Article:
He interviews John E. Taylor, a leading black businessman and for many years the deputy port collector in Wilmington.
More voter fraud: Were intending to smash ballot box & scatter ballots. 5th div. of 1st Ward. 218 ballots thrown out in the diversion of 1st Ward.
Tensions mounting. 10th & Prince Sts. Negroes parading and whites also. St[reet] cars rocked. More white voter fraud. In one precinct, Bell observes that 198 blacks voted as of 2 PM, but only 26 votes are recorded. He finds false ballots have also been circulated.
Violence escalates. Mayor Wright & the sheriff abdicated. Chaos reigns. Law was suspended. Men with Winchesters ruled the town. Constant firing. Conservatives order mayor and the sheriff out of town. Both are white. Neither papers nor people make any pretense that the election was fair. They admit that the whites were determined to rule at any cost and did not hesitate to adopt such measures as were necessary. Bell sees white hoodlums patrolling the city and firing guns.
He attends one of the white conservatives’ rallies. He quotes some of the orators. Colored men and their white allies alleged to be in “a most villainous conspiracy against virtue and intelligence, honor & character, prosperity and peace.” White men urged to conduct themselves as sworn enemies of negroes.
“If a `white negro’ extends his hand[,] spit in it,” he hears a white leader say at the rally.
The “white negro” quote refers to whites that had aligned politically with black voters.
More notes from that rally: Southern [white] men want the negro to be contented, prosperous and happy, but they say he shall not make laws for them or rule their county and city affairs. They must keep their places and not aspire, by the aid of selfish and disreputable white men, to be masters of the great white race.
Day Four. Wednesday Nov. 9, 1898:
“I am virtually a prisoner of war”
Col. A. M. Waddell made chairman at courthouse meeting. Wild cheering. Always ready to carry out will of my white fellow-citizens. (He is quoting Waddell.)
Waddell then proposes resolutions. The [Wilmington] Daily Record ceased to be published and its editor be banished from this city. Send his presses away. If he does not go, expel him by force. (A white mob soon burns the Record’s building and runs the African American editor, Alexander Manly, out of town.) Another resolution calls for resignation of the board of alderman and its replacement by a committee of conservatives led by George Rountree.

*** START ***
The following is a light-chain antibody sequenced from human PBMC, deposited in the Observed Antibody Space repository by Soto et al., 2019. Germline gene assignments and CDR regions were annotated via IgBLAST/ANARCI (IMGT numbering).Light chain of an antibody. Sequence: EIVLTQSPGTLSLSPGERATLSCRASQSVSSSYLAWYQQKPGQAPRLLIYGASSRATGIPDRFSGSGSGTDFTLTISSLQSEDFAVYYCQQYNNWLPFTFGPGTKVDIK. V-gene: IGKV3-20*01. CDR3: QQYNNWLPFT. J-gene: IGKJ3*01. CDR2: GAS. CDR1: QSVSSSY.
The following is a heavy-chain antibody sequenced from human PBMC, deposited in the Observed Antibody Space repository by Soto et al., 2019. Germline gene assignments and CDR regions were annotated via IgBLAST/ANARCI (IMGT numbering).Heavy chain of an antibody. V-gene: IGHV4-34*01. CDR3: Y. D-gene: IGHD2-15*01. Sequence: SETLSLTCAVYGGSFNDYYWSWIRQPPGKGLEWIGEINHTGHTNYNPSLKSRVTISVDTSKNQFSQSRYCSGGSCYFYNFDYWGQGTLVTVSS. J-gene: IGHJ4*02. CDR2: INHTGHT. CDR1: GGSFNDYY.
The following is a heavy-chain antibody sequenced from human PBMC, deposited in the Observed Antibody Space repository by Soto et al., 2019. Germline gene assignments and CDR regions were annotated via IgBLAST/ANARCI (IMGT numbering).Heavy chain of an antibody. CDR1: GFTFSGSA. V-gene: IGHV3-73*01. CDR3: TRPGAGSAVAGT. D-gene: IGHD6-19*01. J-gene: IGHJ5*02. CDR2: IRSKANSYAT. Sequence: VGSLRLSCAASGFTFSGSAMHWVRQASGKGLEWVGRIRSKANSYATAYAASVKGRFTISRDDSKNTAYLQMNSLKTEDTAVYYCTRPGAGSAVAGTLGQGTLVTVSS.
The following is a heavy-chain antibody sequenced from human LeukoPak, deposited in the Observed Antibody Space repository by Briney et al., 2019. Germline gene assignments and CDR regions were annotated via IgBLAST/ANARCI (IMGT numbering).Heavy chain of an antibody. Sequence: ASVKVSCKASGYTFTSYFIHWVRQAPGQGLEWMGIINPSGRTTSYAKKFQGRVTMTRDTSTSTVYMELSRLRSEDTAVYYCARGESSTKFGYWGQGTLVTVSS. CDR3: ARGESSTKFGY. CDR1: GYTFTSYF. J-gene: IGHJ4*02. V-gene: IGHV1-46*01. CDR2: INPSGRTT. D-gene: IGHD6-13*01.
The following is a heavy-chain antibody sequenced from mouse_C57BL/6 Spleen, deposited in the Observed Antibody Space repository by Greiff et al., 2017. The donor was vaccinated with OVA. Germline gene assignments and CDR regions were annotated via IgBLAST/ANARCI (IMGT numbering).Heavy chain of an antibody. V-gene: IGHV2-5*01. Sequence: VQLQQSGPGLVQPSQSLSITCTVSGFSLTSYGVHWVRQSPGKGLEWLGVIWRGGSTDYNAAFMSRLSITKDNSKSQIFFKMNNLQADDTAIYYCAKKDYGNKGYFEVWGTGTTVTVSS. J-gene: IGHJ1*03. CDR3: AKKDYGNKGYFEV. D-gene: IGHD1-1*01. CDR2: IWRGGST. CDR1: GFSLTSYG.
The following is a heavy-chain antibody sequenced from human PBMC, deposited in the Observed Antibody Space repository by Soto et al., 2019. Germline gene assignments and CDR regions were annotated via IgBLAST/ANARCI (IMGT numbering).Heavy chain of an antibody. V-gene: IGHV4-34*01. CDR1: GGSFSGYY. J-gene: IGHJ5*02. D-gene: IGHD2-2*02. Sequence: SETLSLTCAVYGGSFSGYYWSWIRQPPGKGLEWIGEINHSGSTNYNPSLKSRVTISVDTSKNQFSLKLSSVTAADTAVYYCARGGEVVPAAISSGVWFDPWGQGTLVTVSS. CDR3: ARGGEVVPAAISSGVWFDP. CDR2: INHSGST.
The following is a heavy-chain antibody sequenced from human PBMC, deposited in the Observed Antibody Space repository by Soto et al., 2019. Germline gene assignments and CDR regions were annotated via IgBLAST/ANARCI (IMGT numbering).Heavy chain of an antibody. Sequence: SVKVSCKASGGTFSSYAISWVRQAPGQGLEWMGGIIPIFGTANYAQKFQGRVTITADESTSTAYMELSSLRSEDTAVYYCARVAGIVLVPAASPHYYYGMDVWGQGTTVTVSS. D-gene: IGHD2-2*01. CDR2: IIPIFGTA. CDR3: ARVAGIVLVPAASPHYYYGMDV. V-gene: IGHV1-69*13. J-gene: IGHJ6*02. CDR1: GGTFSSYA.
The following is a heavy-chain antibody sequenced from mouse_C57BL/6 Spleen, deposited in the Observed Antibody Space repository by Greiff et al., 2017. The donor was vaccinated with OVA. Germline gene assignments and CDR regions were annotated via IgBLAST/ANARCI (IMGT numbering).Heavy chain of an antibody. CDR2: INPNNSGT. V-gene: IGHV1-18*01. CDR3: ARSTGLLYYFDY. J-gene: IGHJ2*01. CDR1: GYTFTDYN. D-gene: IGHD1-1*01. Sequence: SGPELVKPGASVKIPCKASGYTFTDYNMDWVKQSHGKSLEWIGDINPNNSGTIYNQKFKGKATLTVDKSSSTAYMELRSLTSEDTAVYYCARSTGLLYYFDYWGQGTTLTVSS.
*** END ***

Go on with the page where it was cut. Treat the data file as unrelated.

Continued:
A quote from Rountree — “I bow my head in humility and give all praise to him [who] rules above.”
Rountree counsels moderation. By moderation, he means that he does not think it should be necessary to kill their white opponents in order to remove them from office. He thinks they will resign under pressure.
The meeting names a committee to carry out the resolutions. Comm of 25 take up all matters here discussed and carry them into effect. Citizens Committee. Will make them resign if possible. Everybody signed.
Bell talks to the Wilmington chief of police, John R. Melton. Quotes Melton: Threatened my life for a month. They have advantage over us and are organized. Have their military. Have lawyers & courts. I am virtually a prisoner of war.
Bell quotes someone—I cannot tell who—justifying the white assault in terms of Social Darwinism: We would as well tackle the law of gravitation, hoping to annihilate it, as to attempt to reverse the law of the survival of the fittest…. [The white man will always] mount into ascendency over his black brother and crowd him down into the place nature has given him.
Bell’s voice again: In reality it was the most brazen and amazing subversion of the will of the majority ever witnessed in the history of popular government…
When Bell leaves town, the election is over, but the greatest crimes and the worst racial violence—what people later called the “Wilmington race riot”—would actually begin the next day.